The Demographics of Marijuana

Bethany Gomez

In 2014, Maryland, Minnesota and New York became the most recent states to legalize the sale of medical marijuana, bringing the total number of legal medical marijuana states to 23, plus Washington D.C. That same year, Alaska and Oregon also voted to legalize recreational marijuana, boosting the total number of legal recreational marijuana states to 4, in addition to Washington D.C.  To date, marijuana legalization, both medicinal and recreational, has followed a geographic pattern that mirrors the changing demographics of the U.S.

The west coast is the epicenter of marijuana legalization in the U.S, legalizing medical marijuana from down the coast by 2000. In recent years, legal medical marijuana has spread away from the coast to nearly every state in the American West with the exceptions of Idaho, Utah, and Wyoming.  To date, recreational marijuana is only available in Alaska, Colorado, Oregon, and Washington.  Northeastern and Great Lakes states have followed the lead of their western counterparts by legalizing medical marijuana, and Vermont is currently considering legalizing the sale of recreational marijuana.  Marijuana still remains illegal in large swaths of the country including the Appalachian, Southern, and Midwestern states.

2015 survey by the Pew Research Center found that nearly 60% of Democrats favor legalization, compared to only 39% of Republicans.  A majority of Independents (58%) also favor legalization.  Looking more closely at the data, the Pew survey found a stark difference in the opinions of liberals and conservatives.  Over 75% of liberals support marijuana legalization while nearly 65% of conservative Republicans oppose it.  Moderates of both parties are split nearly 50-50 on the issue of legalization.  However, the Pew survey shows that age, perhaps more so than political affiliation, drives support for marijuana legalization.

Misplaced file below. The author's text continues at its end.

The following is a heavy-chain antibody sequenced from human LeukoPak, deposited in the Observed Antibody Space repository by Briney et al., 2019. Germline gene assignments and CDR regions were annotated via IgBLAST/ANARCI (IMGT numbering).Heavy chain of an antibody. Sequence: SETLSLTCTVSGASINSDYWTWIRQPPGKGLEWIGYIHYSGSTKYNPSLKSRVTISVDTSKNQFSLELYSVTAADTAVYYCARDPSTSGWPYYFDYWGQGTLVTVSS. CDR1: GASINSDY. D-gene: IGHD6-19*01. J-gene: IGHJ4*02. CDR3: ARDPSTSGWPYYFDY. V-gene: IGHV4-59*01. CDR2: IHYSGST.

The Pew survey found that, as a whole, young people are far more likely to support marijuana legalization than their older counterparts.  Among Millennials, defined as Americans born from 1981-1997, 68% support marijuana legalization, far more than their older counterparts.  Interestingly, both liberal and conservative Millennials are likely to support marijuana legalization.  

All together, the data from the 2015 Pew survey and the recent geography of marijuana legalization suggests that states with young populations and liberal tendencies are moving towards legalization of both medical and recreational marijuana.  Moving forward, it will be fascinating to watch what happens in states with contrasting trends, such as Utah.  Traditionally very conservative, Utah  has voted Republican in every presidential election since 1968, but it also has the most Millennials per capita of any state (32% of the population) in the country, surpassed only by Washington D.C.  Furthermore, this spring the Republican governor of Utah, Gary Herbert, said he would “be open” to legalizing medical marijuana.  

Five states have ballot initiatives to legalize recreational marijuana in 2016. Young people historically turn out in greater numbers for presidential elections, which would bode well for advocates of legalization.

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